U.S. Culture — страница 6

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suburban areas have added other kinds of housing in response to the needs of single people and people without children. As a result, apartments and townhouses—available as rentals and as condominiums—have become familiar parts of suburban life. For more information on urbanization and suburbanization. Food and Cuisine The United States has rich and productive land that has provided Americans with plentiful resources for a healthy diet. Despite this, Americans did not begin to pay close attention to the variety and quality of the food they ate until the 20th century, when they became concerned about eating too much and becoming overweight. American food also grew more similar around the country as American malls and fast-food outlets tended to standardize eating patterns

throughout the nation, especially among young people. Nevertheless, American food has become more complex as it draws from the diverse cuisines that immigrants have brought with them. Historically, the rest of the world has envied the good, wholesome food available in the United States. In the 18th and 19th centuries, fertile soil and widespread land ownership made grains, meats, and vegetables widely available, and famine that was common elsewhere was unknown in the United States. Some immigrants, such as the Irish, moved to the United States to escape famine, while others saw the bounty of food as one of the advantages of immigration. By the late 19th century, America’s food surplus was beginning to feed the world. After World War I (1914-1918) and World War II, the United

States distributed food in Europe to help countries severely damaged by the wars. Throughout the 20th century, American food exports have helped compensate for inadequate harvests in other parts of the world. Although hunger does exist in the United States, it results more from food being poorly distributed rather than from food being unavailable. Traditional American cuisine has included conventional European foodstuffs such as wheat, dairy products, pork, beef, and poultry. It has also incorporated products that were either known only in the New World or that were grown there first and then introduced to Europe. Such foods include potatoes, corn, codfish, molasses, pumpkin and other squashes, sweet potatoes, and peanuts. American cuisine also varies by region. Southern cooking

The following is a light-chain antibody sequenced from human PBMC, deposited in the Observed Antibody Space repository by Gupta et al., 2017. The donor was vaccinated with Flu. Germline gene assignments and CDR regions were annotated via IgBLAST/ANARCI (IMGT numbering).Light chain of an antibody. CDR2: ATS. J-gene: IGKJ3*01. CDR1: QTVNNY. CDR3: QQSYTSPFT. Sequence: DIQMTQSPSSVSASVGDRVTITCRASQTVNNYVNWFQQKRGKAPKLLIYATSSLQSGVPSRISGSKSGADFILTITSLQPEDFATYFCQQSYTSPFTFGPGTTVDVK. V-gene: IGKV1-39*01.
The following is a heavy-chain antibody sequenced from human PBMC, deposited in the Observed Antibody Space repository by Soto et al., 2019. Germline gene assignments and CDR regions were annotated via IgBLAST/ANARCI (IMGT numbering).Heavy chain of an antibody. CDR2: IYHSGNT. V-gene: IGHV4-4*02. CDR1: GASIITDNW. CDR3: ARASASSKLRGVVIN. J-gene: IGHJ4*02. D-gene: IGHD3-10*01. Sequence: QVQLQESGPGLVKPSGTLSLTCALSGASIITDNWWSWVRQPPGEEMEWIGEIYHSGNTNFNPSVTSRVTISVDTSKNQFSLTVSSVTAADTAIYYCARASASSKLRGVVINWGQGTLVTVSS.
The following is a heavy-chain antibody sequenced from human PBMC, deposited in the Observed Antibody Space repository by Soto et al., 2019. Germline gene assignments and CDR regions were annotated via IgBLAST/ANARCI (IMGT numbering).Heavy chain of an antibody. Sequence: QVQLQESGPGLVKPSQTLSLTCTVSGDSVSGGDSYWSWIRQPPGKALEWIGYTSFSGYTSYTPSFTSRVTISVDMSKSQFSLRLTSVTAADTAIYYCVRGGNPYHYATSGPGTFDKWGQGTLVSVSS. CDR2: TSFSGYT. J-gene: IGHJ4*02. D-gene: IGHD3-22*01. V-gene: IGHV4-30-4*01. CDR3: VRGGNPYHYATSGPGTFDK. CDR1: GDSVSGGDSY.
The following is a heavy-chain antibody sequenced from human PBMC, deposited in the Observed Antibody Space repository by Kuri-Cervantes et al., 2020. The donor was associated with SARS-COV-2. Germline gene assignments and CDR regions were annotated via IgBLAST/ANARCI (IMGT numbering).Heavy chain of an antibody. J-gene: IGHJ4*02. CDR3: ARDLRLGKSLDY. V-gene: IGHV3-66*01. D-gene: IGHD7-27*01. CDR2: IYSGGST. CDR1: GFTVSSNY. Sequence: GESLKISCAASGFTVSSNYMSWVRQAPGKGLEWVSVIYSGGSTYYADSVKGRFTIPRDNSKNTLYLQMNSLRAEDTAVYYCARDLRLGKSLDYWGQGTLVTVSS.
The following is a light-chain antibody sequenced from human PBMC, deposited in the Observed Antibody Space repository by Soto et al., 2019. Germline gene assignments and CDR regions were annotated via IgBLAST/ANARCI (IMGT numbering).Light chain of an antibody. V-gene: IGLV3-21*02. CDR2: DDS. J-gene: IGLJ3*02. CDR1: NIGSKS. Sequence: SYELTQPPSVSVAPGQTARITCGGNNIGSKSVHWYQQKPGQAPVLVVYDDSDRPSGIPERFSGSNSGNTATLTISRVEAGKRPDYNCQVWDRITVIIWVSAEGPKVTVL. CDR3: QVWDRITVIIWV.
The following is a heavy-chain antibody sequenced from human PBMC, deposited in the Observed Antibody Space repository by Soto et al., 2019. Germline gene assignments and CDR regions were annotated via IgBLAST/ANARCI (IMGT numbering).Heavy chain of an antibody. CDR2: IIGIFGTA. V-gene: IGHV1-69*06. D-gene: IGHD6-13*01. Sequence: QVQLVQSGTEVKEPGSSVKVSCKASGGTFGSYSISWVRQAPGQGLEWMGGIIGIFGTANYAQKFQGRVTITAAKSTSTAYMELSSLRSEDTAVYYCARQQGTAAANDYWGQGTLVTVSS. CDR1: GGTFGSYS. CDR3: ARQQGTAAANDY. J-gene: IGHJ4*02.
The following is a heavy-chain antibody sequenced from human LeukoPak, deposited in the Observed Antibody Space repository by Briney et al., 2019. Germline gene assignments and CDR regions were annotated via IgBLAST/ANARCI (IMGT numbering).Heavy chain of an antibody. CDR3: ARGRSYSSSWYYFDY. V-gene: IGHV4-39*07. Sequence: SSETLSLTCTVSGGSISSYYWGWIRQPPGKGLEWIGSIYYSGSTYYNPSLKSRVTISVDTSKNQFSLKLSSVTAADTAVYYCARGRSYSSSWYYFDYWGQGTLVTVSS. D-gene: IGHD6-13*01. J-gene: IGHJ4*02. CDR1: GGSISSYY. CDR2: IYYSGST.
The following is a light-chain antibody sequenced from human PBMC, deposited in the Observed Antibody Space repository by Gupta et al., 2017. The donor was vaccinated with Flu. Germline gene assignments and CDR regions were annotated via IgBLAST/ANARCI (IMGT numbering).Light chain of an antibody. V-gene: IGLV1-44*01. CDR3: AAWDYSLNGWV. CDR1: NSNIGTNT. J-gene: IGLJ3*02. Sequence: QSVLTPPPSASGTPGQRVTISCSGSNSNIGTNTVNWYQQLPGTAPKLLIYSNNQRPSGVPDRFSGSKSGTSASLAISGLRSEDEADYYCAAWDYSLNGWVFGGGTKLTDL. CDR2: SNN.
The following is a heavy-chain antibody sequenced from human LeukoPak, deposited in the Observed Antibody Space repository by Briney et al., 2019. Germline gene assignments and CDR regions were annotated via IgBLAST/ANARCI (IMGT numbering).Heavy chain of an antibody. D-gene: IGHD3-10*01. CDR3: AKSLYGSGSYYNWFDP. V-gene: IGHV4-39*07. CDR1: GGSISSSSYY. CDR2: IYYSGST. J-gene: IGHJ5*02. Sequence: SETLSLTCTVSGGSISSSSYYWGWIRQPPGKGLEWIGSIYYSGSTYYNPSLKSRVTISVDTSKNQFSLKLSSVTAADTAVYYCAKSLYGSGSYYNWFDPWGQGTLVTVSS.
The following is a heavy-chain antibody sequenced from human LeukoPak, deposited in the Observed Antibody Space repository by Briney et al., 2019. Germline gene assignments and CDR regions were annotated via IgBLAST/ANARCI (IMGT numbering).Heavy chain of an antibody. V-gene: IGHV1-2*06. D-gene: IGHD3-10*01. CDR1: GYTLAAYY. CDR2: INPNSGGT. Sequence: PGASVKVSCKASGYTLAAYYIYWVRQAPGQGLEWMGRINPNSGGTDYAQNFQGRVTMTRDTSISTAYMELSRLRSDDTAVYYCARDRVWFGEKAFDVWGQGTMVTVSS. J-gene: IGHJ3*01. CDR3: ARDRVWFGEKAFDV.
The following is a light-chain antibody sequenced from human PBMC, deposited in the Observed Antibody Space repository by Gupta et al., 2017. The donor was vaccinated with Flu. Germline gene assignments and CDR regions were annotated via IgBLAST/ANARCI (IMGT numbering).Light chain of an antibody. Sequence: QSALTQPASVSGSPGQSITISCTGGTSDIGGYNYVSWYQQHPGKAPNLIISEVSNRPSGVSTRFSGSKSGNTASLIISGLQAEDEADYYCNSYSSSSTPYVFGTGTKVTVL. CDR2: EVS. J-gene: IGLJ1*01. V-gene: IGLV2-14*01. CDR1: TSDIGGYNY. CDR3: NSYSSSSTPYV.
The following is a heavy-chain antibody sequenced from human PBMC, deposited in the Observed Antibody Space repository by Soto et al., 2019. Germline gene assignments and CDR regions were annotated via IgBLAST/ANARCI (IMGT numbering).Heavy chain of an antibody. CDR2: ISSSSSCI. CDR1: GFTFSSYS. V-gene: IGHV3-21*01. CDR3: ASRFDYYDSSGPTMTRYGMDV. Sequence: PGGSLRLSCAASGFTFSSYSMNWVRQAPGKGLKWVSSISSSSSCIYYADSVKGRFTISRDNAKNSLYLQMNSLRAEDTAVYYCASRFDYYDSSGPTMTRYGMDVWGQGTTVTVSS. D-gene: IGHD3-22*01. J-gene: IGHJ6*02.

was often different from cooking in New England and its upper Midwest offshoots. Doughnuts, for example, were a New England staple, while Southerners preferred corn bread. The availability of foods also affected regional diets, such as the different kinds of fish eaten in New England and the Gulf Coast. For instance, Boston clam chowder and Louisiana gumbo are widely different versions of fish soup. Other variations often depended on the contributions of indigenous peoples. In the Southwest, for example, Mexican and Native Americans made hot peppers a staple and helped define the spicy hot barbecues and chili dishes of the area. In Louisiana, Cajun influence similarly created spicy dishes as a local variation of Southern cuisine, and African slaves throughout the South introduced

foods such as okra and yams By the late 19th century, immigrants from Europe and Asia were introducing even more variations into the American diet. American cuisine began to reflect these foreign cuisines, not only in their original forms but in Americanized versions as well. Immigrants from Japan and Italy introduced a range of fresh vegetables that added important nutrients as well as variety to the protein-heavy American diet. Germans and Italians contributed new skills and refinements to the production of alcoholic beverages, especially beer and wine, which supplemented the more customary hard cider and indigenous corn-mash whiskeys. Some imports became distinctly American products, such as hot dogs, which are descended from German wurst, or sausage. Spaghetti and pizza from

Italy, especially, grew increasingly more American and developed many regional spin-offs. Americans even adapted chow mein from China into a simple American dish. Not until the late 20th century did Americans rediscover these cuisines, and many others, paying far more attention to their original forms and cooking styles. Until the early 20th century, the federal government did not regulate food for consumers, and food was sometimes dangerous and impure. During the Progressive period in the early 20th century, the federal government intervened to protect consumers against the worst kinds of food adulterations and diseases by passing legislation such as the Pure Food and Drug Acts. As a result, American food became safer. By the early 20th century, Americans began to consume